by Harmony Cox (they/them)
When I was in middle school, my mom was locally famous as “the condom lady.” People called her this because she worked at an LGBTQ+ resource center, and she used to dress up as a condom to do outreach at street fairs. Other kids might have been embarrassed by seeing their mother dressed as a condom on the evening news, but I still remember that with pride. My mom was a sex educator that lived her values, and I idolized her.
It may not surprise you to learn that my mother was fiercely pro-choice. In fact, she was the kind of crunchy granola third-wave feminist that got disappointed when I declined her offer to throw me a menarche party. Menarche parties, or “first period” parties, are intended to publicly celebrate a person’s first cycle of menstruation and lessen the stigma of periods for those who have uteruses. At the time, I thought the goal of making periods less taboo was noble, but I was too embarrassed to even consider it—too unnerved by the idea of a room full of people discussing my genitals. My mother eventually gave in, settling on a series of phone calls to tell everyone that I was finally a woman in her eyes, and finally in possession of the body that gave me membership to the “sisterhood.”
Of course, she didn’t know I wasn’t a woman. I didn’t know that I was trans either, to be fair. I didn’t even know that nonbinary people like me existed yet. That understanding came later, and I found it in part because I followed in my mother’s footsteps. I wanted to make the world a better place, like she did, and helping people access reproductive health care seemed like a great opportunity to do just that. As a result, I spent years volunteering with Planned Parenthood and other reproductive health organizations, attending marches and fundraisers, and taking various admin jobs to contribute to the cause.
When the work we did was presented to funders or the general public, it was always wrapped in a pretty pink gendered bow. Back in the day, abortion was commonly understood to be a “women’s issue,” and the fundraising and political power associated with that designation was considered to be essential to our work. I embraced it at first. I wore the obnoxiously branded pink t-shirts. I marched and shouted for women and girls. I begged strangers for money by appealing to their love for their daughters and wives. Volunteering with these causes helped me feel like I actually was a part of that sisterhood my mother had promised me—even when it all rang hollow once the adrenaline wore off.
It was only when I began meeting queer and trans people within the movement that I came to understand how profoundly this viewpoint fails us. The first queer and trans friends I made as an adult were fellow volunteers in reproductive justice. I wanted to be good at helping people, so when they told me that trans folks still struggled to get the health care they needed from the organization I was supporting, I decided to educate myself. I learned about the way trans men and nonbinary people have to fight for the reproductive health care they need even in environments that claim to be inclusive. How could we argue we were doing everything we could to help everyone access reproductive health care when such a large population was systematically left out of our work?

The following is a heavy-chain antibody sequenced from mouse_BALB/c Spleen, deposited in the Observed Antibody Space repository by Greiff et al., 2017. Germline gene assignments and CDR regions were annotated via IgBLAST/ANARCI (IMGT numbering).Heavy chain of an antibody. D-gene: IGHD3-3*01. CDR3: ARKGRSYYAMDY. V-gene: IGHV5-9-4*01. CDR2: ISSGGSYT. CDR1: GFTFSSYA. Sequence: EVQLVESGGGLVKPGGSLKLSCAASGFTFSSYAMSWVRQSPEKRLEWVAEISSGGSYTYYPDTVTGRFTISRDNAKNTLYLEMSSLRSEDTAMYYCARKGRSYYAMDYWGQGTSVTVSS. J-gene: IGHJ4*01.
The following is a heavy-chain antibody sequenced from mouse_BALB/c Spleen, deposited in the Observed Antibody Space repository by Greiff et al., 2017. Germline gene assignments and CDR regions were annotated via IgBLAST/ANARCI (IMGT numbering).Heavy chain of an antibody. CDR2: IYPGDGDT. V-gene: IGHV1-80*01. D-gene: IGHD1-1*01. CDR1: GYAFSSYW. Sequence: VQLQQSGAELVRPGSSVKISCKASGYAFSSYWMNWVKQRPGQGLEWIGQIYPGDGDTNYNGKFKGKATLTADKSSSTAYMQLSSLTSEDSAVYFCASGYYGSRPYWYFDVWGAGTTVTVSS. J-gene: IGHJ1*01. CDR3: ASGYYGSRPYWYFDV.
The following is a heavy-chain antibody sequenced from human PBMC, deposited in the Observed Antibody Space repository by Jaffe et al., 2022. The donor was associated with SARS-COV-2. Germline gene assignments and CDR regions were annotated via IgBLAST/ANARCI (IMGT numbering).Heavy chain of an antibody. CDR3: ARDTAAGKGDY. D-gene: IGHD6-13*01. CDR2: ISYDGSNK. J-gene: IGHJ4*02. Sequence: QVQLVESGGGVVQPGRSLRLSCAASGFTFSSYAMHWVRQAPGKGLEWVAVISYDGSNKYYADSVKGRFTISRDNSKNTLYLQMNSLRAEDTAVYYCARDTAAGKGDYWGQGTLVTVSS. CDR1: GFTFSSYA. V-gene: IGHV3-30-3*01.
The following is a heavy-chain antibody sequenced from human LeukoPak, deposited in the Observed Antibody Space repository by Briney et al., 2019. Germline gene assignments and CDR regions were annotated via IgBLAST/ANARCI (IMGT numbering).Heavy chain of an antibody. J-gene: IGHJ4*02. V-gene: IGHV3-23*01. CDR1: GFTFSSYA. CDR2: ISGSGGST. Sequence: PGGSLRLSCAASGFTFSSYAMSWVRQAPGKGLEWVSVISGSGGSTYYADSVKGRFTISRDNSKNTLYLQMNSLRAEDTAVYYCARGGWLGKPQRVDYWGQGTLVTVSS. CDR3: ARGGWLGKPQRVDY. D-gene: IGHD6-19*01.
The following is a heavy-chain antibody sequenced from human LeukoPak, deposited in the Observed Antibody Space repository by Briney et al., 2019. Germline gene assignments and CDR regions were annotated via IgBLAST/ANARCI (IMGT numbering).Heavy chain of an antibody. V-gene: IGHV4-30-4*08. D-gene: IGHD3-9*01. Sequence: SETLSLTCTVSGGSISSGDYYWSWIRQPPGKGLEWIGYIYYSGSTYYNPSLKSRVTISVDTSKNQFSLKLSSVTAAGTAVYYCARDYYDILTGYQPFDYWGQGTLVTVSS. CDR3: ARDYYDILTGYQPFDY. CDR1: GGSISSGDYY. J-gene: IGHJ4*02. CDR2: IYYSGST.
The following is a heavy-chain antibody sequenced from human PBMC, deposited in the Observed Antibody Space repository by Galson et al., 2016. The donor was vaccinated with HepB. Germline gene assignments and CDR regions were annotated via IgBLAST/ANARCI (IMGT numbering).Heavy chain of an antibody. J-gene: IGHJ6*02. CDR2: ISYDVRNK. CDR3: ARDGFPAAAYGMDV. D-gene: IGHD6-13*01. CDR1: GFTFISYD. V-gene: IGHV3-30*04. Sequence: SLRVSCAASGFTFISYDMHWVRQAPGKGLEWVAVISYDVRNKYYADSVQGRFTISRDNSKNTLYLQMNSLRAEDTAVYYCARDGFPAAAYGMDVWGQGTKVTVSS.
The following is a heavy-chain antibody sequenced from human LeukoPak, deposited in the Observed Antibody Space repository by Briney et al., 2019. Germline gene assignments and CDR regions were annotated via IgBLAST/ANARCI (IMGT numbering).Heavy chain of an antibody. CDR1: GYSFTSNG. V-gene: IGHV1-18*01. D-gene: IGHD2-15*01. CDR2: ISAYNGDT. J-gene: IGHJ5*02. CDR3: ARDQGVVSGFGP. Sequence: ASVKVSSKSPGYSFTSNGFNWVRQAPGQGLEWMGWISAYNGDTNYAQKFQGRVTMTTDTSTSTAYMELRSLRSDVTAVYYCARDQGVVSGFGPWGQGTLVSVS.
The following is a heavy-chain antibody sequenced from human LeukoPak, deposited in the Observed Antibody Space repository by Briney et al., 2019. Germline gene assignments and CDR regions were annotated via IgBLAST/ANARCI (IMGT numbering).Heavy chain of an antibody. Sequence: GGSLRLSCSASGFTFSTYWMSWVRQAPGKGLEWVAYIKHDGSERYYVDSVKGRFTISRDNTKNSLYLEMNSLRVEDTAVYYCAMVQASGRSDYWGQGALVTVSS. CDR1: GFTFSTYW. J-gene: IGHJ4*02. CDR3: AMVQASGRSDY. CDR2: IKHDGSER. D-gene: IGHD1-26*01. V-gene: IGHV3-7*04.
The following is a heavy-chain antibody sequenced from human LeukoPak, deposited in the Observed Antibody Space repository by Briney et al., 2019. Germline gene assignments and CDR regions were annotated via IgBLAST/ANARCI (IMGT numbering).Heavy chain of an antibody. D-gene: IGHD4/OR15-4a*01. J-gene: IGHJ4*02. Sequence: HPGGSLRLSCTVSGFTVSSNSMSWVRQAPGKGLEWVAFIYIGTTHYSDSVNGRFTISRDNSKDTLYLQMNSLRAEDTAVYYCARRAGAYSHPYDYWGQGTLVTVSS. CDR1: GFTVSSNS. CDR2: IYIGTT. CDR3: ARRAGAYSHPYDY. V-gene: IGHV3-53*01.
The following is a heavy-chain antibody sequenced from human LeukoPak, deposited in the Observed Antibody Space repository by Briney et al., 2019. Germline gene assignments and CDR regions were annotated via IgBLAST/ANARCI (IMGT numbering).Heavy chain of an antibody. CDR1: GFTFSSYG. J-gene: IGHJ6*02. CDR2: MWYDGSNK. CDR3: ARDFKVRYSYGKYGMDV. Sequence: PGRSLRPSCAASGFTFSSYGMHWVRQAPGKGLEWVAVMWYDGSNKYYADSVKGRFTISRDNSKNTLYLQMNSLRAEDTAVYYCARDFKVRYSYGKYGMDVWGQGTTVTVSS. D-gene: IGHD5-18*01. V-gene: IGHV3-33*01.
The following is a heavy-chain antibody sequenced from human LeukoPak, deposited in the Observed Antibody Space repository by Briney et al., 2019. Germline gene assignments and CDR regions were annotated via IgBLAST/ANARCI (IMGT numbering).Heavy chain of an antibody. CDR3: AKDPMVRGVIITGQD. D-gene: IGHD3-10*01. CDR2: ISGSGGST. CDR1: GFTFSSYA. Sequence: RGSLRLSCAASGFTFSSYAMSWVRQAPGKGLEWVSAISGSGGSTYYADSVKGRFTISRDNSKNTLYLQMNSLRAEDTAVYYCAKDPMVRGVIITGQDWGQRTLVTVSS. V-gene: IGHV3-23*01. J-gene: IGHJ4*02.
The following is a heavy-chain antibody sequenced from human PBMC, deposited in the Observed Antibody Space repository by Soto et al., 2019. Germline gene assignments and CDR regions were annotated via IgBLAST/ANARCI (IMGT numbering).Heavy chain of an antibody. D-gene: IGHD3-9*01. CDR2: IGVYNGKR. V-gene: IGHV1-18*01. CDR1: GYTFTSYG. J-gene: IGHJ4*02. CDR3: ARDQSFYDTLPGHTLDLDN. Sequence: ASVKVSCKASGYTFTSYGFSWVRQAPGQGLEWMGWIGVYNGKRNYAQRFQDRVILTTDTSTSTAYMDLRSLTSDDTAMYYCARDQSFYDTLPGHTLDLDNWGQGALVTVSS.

I started paying attention to the organizations that were fighting abortion access in my home state of Ohio, and I quickly realized that their scope was much wider than many people understood it to be. It’s important to understand that the opponents of choice and the opponents of queer and trans rights are the same people, and they recognize that they’re on the same team, even if you don’t.
It has always been the goal of right-wing conservative Christians to topple not just Roe, but the entire legal structure of LGBTQ+ civil rights. If you learn nothing else from this essay, learn what I did when I was helping people write responses to things like Ohio’s 16-week “heartbeat bill” abortion ban: the goal for this legislation is to get it legally challenged so it can eventually give the highest court in the land the opportunity to overturn their own precedent. Overturning Roe is not just a political maneuver for these groups, but a symbolic victory that opponents of choice have been voting, praying, and plotting to accomplish for decades. Right-wingers have never been subtle about this, but the social taboos that prevent Americans from challenging Christianity and white womanhood have compelled the rest of us to extend the benefit of the doubt to absurd heights. Back in the early 2000s, most of the liberal feminists I was friends with thought that taking down Roe was a right-wing pipe dream, something to keep an eye on but not take seriously. How little we knew!
But then, queer and trans people always knew. The more queer and trans people I met through my work, the more I understood that they were not only working within reproductive justice out of the goodness of their hearts. They were present because they saw a creeping danger that a movement publicly headed by cis women was content to ignore. As I got to know queer and trans people through my work, the more I saw myself among the community.